Virus/Worm FAQ

Virus/Worm FAQ

NOTE: What many people call an E-mail VIRUS is technically a WORM.

Q: What is a WORM and how is it different from a VIRUS?
Technically a VIRUS is computer code that attaches itself to another program and runs with the program. A WORM is a stand-alone computer program that runs on its own and that’s able to spread from one computer to another with little or no human interaction. Almost all E-mail viruses you’ve heard of are actually worms. However the use of the term "VIRUS" is becoming generic for both.

Q: What is a ZOMBIE?
"Zombie" is becoming the common term for a computer that has been effectively hijacked by someone else. A zombie might be used to relay spam, attack other computers, or simply share copyrighted files and programs (called warez). In many cases, these are the result of a virus, worm, or trojan horse, but once the computer has been turned into a zombie, there may be no trace of the original infection. It may take professional help or complete removal and reinstallation of the operating system to regain control of a computer that’s been made into a zombie.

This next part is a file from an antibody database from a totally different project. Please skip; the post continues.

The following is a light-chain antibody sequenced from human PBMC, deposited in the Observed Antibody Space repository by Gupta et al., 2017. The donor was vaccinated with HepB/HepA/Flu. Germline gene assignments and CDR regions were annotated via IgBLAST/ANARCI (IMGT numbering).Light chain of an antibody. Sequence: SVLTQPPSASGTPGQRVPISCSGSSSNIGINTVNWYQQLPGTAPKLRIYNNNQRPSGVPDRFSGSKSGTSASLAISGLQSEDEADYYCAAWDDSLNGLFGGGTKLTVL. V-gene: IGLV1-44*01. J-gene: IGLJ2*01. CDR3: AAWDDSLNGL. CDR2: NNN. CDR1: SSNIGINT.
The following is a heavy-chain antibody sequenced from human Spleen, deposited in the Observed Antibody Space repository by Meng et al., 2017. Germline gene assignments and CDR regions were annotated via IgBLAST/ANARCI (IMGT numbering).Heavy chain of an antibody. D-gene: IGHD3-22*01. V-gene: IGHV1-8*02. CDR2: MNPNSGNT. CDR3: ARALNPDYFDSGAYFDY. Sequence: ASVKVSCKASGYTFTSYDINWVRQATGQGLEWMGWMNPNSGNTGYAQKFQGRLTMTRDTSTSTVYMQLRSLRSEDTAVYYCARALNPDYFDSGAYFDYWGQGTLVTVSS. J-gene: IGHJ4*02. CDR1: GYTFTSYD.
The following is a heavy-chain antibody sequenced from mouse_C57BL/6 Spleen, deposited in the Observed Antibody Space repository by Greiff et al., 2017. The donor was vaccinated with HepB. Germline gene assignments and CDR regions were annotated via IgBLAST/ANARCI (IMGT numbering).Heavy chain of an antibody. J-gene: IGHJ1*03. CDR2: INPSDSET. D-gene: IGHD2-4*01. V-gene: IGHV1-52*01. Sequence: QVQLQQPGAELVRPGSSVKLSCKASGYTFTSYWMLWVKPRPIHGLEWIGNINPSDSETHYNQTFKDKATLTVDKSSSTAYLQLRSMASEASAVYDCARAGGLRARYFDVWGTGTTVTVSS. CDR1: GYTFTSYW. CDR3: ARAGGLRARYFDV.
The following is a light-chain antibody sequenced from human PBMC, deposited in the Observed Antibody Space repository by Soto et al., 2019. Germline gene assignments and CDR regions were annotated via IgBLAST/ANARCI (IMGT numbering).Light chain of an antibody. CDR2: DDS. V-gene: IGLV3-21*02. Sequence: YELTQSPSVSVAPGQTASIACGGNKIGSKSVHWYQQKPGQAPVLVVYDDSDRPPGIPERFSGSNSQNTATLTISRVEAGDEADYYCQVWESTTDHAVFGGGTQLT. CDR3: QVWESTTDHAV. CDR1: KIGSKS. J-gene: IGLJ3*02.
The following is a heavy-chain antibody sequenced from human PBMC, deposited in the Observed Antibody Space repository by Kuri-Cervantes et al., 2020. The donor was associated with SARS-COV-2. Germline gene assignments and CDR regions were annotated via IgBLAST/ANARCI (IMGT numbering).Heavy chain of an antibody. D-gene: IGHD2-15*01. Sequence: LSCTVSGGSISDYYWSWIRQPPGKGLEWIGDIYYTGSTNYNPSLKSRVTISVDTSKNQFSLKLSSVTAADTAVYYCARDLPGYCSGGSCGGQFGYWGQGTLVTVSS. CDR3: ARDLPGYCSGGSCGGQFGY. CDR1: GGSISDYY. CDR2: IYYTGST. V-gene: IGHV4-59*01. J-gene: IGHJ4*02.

Q: What is a TROJAN HORSE?
A Trojan horse is a program that tricks you into running it by being presented as something else. Most e-mail worms rely on a trojan horse, an attached file, to get into your computer.

Q: How can I keep from getting a virus or worm?
This is a long list…

  • The simplest way to protect yourself is to not open an attachment if you aren’t expecting that exact file.
  • Make sure you have Anti-Virus software enabled to shield or actively protect your system and that you keep it updated.